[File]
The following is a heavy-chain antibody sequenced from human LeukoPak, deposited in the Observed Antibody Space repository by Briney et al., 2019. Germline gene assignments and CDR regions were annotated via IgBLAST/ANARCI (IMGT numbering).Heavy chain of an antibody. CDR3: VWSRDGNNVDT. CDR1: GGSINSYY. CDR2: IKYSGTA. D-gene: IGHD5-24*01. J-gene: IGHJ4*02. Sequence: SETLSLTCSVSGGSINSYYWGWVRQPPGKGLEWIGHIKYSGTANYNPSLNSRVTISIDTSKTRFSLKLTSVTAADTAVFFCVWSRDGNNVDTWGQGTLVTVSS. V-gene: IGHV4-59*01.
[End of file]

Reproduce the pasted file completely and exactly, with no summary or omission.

The following is a heavy-chain antibody sequenced from human LeukoPak, deposited in the Observed Antibody Space repository by Briney et al., 2019. Germline gene assignments and CDR regions were annotated via IgBLAST/ANARCI (IMGT numbering).Heavy chain of an antibody. CDR3: VWSRDGNNVDT. CDR1: GGSINSYY. CDR2: IKYSGTA. D-gene: IGHD5-24*01. J-gene: IGHJ4*02. Sequence: SETLSLTCSVSGGSINSYYWGWVRQPPGKGLEWIGHIKYSGTANYNPSLNSRVTISIDTSKTRFSLKLTSVTAADTAVFFCVWSRDGNNVDTWGQGTLVTVSS. V-gene: IGHV4-59*01.